Halacha (Jewish Law) can be defined, literally, as “the way of walking” or “the path.” This single word defines Judaism’s unique legal system. Some paths are straight, others bend. So too, most aspects of Jewish law are defined by strictly objective reasoning, while others are determined by employing elements of subjectivity in their implementation.
The American Heritage Dictionary defines subjectivity as “Proceeding from or taking place in a person’s mind rather than the external world.” One way in which this is reflected in halacha is in the importance of intention. For instance, if one has recited the blessing for an apple (fruit – boray p’ri ha’etz), it is a question of intent whether the blessing must be repeated if a pear is eaten five minutes later. If the person intended to eat both fruits when the blessing was recited, then it is not repeated. If, however, the person intended only to eat the apple, but found that he/she was still hungry, a second boray p’ri ha’etz is recited.
With intent, comes the more challenging question of being honest with one’s self. Thus, if one eats pizza intending it only to be a snack (and eats a limited amount), a m’zo’note blessing for grains may be recited. But, if it is intended as a meal, ha’mo’tzee (for bread or a meal) is said.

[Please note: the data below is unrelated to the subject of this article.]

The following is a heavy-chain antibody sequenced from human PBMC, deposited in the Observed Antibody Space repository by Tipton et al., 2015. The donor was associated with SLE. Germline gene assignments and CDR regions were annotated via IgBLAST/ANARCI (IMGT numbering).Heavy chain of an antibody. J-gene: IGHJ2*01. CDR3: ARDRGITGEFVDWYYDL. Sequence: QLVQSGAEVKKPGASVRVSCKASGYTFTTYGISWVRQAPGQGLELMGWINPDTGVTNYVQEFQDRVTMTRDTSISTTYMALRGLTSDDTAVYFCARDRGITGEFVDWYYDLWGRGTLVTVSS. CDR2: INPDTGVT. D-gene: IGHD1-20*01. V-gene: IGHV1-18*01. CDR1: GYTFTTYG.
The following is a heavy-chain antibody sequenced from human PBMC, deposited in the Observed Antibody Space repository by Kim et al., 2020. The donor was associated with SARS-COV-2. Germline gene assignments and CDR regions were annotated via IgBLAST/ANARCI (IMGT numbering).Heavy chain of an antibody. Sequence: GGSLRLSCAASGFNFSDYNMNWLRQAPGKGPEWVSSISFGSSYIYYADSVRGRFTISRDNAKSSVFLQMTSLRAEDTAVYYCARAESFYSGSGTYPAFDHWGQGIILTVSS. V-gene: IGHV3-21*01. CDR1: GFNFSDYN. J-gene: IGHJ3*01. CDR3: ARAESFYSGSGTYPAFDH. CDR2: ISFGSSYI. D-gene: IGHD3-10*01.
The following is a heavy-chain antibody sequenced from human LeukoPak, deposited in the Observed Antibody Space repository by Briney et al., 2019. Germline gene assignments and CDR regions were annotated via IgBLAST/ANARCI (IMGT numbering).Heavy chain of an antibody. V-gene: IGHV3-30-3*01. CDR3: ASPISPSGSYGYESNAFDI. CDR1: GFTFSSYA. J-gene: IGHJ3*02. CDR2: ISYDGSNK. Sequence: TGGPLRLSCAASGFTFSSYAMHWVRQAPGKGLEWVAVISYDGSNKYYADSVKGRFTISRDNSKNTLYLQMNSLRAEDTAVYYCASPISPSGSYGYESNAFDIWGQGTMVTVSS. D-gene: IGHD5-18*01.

One’s sense of honesty comes into play in many contexts. On a minor fast day, the fast may be broken if one feels ill. But what does that mean? Who can measure another person’s discomfort? One has to be honest that they aren’t feeliing ill just because they do not wish to fast. (In that same vein, an ill person needs to accept the fact that he/she is not fulfilling a mitzvah by fasting if his/her health is at risk.)
Jewish law is not just a civil legal code for managing society, but a way of life to allow each person’s soul to truly flourish.
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